What is openness? This is what I found online, “Open adoption involves ongoing contact between the adoptive family and the birth parents. Openness often includes other birth family members or foster parents.
Semi-open adoption involves some level of communication between birth and adoptive families, either with or without identifying information.”
My journey is different from many as I always wanted to grow my family through adoption. I wanted to adopt an older child and knew growing up that my child would have a name and a history.
When I started Pride training, this was the first time that I had heard about openness in adoption. Yeah, I do NOT think So! I am adopting an older child, not a baby; older children come with a history of loss, neglect, and abuse. As IF I would ever want to let these people into my life. I am sure that many other people looking to adopt older children feel or felt the same as I did. I attended panels with birth families and adopted families sitting side by side talking about how the more love our children have the healthier they are. But these children were adopted as babies. These birth moms made the choice to allow another family to share in the raising of their child. My birth parents would not have agreed to let their children go.
Jump forward 6 months, my home study is complete and I am sitting on the curb outside of CAS pouring over the file of a 4-year-old girl that they had matched me with. No photo, no identifying information, just reports and assessments of how much this child had been through in the first 4 years of her life. There was a lot of vague information in her file about her past, a past full of neglect, physical punishment, domestic abuse and loss. As my daughter moved in with me, I started to deal with the trauma and loss she was experiencing. This was very difficult for me to separate my thoughts and feelings. I felt angry towards her birth parents at the time because they were in denial of what had occurred in my daughter’s past.
Jump forward 6 more months and it was time to sign the final adoption papers, we were ready to become a forever family. I will never really understand how hard this was for my daughter, she started acting out, refusing to call me mom, telling people about her birth mom (whom she had good memories of from access visits and loved very deeply). She was in a crisis of loyalty. What could I do to support her? I called our worker - I felt like I needed to speak to someone who knew Birth Mom: What was she like? What was her opinion on openness? My worker advised me that birth mom was doing amazing and had made positive, healthy changes in her life.
I thought to myself, what do I do now?
I opened a new Facebook account, and sent her a message. It would be 6 more months before I would hear from her, she never saw my message. We started slowly. I explained that I was only willing to have a written relationship with her and that I would not be letting my daughter know about it as she was still struggling with her attachment and loss. She was very grateful that I was willing to speak to her. She provided me with information for our life book, answered very difficult questions, allowed me to vent my frustrations with her and provided photos that were instrumental in creating a photo album for my daughter of the first couple of years of her life.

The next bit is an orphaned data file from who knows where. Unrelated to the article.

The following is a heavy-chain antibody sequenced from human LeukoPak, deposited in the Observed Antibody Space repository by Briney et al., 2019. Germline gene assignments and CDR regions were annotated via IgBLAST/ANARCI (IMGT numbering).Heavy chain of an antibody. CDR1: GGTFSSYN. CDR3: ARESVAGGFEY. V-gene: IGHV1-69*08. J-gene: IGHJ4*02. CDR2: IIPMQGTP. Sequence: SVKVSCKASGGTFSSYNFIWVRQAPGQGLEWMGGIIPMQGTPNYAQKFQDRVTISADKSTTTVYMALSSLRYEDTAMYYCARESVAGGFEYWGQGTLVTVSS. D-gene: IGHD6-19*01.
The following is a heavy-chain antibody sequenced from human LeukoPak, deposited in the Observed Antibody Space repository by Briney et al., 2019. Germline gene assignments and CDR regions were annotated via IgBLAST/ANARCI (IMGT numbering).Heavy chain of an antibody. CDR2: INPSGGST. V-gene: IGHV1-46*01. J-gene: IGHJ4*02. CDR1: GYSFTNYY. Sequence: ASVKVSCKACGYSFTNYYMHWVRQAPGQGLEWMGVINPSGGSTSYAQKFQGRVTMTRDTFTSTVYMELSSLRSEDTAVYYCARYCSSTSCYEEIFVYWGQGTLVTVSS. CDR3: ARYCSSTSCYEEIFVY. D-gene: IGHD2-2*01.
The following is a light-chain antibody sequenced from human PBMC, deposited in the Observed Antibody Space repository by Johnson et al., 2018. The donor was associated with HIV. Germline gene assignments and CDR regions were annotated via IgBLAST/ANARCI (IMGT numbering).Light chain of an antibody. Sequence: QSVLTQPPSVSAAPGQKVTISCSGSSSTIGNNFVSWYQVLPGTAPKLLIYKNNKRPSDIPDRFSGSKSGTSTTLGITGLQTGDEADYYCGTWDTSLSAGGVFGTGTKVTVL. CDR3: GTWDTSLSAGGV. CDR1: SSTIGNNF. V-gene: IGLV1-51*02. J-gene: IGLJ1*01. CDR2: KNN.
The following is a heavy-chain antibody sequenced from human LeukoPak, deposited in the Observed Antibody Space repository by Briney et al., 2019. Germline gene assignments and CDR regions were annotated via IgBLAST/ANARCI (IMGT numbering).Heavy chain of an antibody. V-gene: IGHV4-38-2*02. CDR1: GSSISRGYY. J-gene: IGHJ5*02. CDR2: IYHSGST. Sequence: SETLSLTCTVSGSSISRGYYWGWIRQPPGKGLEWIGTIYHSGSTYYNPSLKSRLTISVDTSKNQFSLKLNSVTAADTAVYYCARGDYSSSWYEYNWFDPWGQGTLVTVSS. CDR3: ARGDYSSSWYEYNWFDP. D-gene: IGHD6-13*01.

We continued this way for over a year, just checking in, sending photos and updates while we got to know each other better. At the 2 year mark we made the next step and moved our relationship to phone calls and then eventually we met for coffee. We also agreed to start opening access with my daughter in the form of letters and gifts. We are moving at the pace that my daughter can handle. She is now aware that I speak with her birth mom but as of yet not aware that I meet with her in person. I believe that my daughter likes the fact that the contact is there and wants to know what we speak about. She loves the idea that she can write to her birth mom whenever she likes but at this time she chooses not to, she is very busy being a little girl!
She understands that birth mom is making better choices so that one day they will be able to see each other again and she is fine with waiting. She is excited for that day, and knowing that that day will happen I believe gives her comfort. I wonder if the not knowing was harder for her.
As for birth mom, she is also preparing for the day that her kids will return to her life. She has attended trauma training with me, has read books on attachment disorders and is processing her past. I look into the future with a lot of hope for this relationship.
People who are willing to accept their past and learn from it should not be punished for it for the rest of their lives.
“Forgiveness is not one size fits all. It’s a process, and the forgiver needs adequate space to process their circumstances and get there on their own. Once there, it can really be a powerful tool for them. For those who want to be supportive in the adoption realm, it’s best to just be there to listen, express empathy, and let the process evolve on its own.”
— Tom Andriola